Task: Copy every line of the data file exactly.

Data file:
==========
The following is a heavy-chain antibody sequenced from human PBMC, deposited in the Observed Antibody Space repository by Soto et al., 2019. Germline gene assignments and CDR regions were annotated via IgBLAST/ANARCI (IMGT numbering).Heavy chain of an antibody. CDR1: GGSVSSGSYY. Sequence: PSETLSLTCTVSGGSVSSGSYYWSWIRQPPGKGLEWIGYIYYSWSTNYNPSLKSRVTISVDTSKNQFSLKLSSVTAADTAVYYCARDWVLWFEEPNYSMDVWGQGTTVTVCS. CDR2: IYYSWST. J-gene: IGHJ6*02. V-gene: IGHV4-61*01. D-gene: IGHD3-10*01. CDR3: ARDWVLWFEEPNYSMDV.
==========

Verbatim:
The following is a heavy-chain antibody sequenced from human PBMC, deposited in the Observed Antibody Space repository by Soto et al., 2019. Germline gene assignments and CDR regions were annotated via IgBLAST/ANARCI (IMGT numbering).Heavy chain of an antibody. CDR1: GGSVSSGSYY. Sequence: PSETLSLTCTVSGGSVSSGSYYWSWIRQPPGKGLEWIGYIYYSWSTNYNPSLKSRVTISVDTSKNQFSLKLSSVTAADTAVYYCARDWVLWFEEPNYSMDVWGQGTTVTVCS. CDR2: IYYSWST. J-gene: IGHJ6*02. V-gene: IGHV4-61*01. D-gene: IGHD3-10*01. CDR3: ARDWVLWFEEPNYSMDV.